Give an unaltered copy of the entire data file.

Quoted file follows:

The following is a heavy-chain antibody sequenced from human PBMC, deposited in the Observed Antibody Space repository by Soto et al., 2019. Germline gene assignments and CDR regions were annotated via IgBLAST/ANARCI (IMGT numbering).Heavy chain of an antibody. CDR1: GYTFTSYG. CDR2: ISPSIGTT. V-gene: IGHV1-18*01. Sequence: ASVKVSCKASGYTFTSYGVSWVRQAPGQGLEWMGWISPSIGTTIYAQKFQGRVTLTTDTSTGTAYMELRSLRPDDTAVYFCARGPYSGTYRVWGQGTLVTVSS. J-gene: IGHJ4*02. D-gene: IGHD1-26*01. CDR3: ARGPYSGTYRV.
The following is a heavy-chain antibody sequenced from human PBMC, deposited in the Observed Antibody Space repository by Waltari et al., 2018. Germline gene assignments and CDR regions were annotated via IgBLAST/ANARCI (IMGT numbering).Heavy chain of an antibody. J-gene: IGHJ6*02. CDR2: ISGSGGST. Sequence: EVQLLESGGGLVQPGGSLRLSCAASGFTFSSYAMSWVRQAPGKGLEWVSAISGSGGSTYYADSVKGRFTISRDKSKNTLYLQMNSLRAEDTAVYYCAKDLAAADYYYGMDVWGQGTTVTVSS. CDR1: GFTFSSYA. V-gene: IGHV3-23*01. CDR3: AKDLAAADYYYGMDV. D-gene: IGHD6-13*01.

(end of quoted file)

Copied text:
The following is a heavy-chain antibody sequenced from human PBMC, deposited in the Observed Antibody Space repository by Soto et al., 2019. Germline gene assignments and CDR regions were annotated via IgBLAST/ANARCI (IMGT numbering).Heavy chain of an antibody. CDR1: GYTFTSYG. CDR2: ISPSIGTT. V-gene: IGHV1-18*01. Sequence: ASVKVSCKASGYTFTSYGVSWVRQAPGQGLEWMGWISPSIGTTIYAQKFQGRVTLTTDTSTGTAYMELRSLRPDDTAVYFCARGPYSGTYRVWGQGTLVTVSS. J-gene: IGHJ4*02. D-gene: IGHD1-26*01. CDR3: ARGPYSGTYRV.
The following is a heavy-chain antibody sequenced from human PBMC, deposited in the Observed Antibody Space repository by Waltari et al., 2018. Germline gene assignments and CDR regions were annotated via IgBLAST/ANARCI (IMGT numbering).Heavy chain of an antibody. J-gene: IGHJ6*02. CDR2: ISGSGGST. Sequence: EVQLLESGGGLVQPGGSLRLSCAASGFTFSSYAMSWVRQAPGKGLEWVSAISGSGGSTYYADSVKGRFTISRDKSKNTLYLQMNSLRAEDTAVYYCAKDLAAADYYYGMDVWGQGTTVTVSS. CDR1: GFTFSSYA. V-gene: IGHV3-23*01. CDR3: AKDLAAADYYYGMDV. D-gene: IGHD6-13*01.